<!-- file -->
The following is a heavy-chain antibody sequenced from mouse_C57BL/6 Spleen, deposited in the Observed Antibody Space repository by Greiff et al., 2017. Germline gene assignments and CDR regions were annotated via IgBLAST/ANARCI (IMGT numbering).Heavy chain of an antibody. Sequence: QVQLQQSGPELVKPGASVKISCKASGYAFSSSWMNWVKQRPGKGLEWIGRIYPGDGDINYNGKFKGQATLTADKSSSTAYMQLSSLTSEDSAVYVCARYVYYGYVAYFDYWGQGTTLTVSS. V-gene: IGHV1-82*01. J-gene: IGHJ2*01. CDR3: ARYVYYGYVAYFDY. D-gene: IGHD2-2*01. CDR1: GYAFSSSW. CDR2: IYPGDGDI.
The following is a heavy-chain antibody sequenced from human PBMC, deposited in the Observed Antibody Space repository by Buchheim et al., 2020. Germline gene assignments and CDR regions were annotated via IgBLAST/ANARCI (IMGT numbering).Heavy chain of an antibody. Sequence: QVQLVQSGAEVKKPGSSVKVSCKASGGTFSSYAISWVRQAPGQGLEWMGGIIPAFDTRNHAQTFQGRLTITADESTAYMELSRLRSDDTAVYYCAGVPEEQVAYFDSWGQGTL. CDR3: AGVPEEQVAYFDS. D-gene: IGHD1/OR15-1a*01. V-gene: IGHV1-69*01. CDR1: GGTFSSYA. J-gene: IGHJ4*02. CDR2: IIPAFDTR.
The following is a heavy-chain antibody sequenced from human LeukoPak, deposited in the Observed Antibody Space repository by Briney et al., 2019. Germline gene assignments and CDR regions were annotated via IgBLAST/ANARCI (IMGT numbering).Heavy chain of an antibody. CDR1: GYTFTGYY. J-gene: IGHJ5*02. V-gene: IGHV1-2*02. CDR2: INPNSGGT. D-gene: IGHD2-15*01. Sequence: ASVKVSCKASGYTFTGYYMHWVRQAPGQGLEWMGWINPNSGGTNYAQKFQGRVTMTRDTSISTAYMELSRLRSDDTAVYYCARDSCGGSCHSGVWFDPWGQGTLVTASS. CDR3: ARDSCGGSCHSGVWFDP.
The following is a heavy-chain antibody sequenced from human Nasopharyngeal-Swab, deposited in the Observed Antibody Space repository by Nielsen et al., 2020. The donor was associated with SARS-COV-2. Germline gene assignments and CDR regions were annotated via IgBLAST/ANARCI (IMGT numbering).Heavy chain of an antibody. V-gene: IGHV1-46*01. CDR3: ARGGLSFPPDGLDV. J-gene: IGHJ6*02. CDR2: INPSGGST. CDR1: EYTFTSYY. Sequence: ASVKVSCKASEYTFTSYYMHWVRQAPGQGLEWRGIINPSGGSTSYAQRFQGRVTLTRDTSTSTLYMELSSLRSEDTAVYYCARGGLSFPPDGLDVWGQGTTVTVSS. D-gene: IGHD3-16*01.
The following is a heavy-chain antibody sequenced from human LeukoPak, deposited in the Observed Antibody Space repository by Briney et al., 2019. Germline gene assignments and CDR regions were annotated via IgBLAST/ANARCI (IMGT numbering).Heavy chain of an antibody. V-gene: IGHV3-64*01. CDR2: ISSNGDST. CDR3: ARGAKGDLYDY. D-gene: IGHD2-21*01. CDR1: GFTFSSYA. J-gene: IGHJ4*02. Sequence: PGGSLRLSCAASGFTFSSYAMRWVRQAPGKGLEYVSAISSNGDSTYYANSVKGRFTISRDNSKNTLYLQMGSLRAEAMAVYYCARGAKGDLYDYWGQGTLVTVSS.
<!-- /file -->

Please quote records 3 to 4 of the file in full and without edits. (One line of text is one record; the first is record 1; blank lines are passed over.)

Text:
The following is a heavy-chain antibody sequenced from human LeukoPak, deposited in the Observed Antibody Space repository by Briney et al., 2019. Germline gene assignments and CDR regions were annotated via IgBLAST/ANARCI (IMGT numbering).Heavy chain of an antibody. CDR1: GYTFTGYY. J-gene: IGHJ5*02. V-gene: IGHV1-2*02. CDR2: INPNSGGT. D-gene: IGHD2-15*01. Sequence: ASVKVSCKASGYTFTGYYMHWVRQAPGQGLEWMGWINPNSGGTNYAQKFQGRVTMTRDTSISTAYMELSRLRSDDTAVYYCARDSCGGSCHSGVWFDPWGQGTLVTASS. CDR3: ARDSCGGSCHSGVWFDP.
The following is a heavy-chain antibody sequenced from human Nasopharyngeal-Swab, deposited in the Observed Antibody Space repository by Nielsen et al., 2020. The donor was associated with SARS-COV-2. Germline gene assignments and CDR regions were annotated via IgBLAST/ANARCI (IMGT numbering).Heavy chain of an antibody. V-gene: IGHV1-46*01. CDR3: ARGGLSFPPDGLDV. J-gene: IGHJ6*02. CDR2: INPSGGST. CDR1: EYTFTSYY. Sequence: ASVKVSCKASEYTFTSYYMHWVRQAPGQGLEWRGIINPSGGSTSYAQRFQGRVTLTRDTSTSTLYMELSSLRSEDTAVYYCARGGLSFPPDGLDVWGQGTTVTVSS. D-gene: IGHD3-16*01.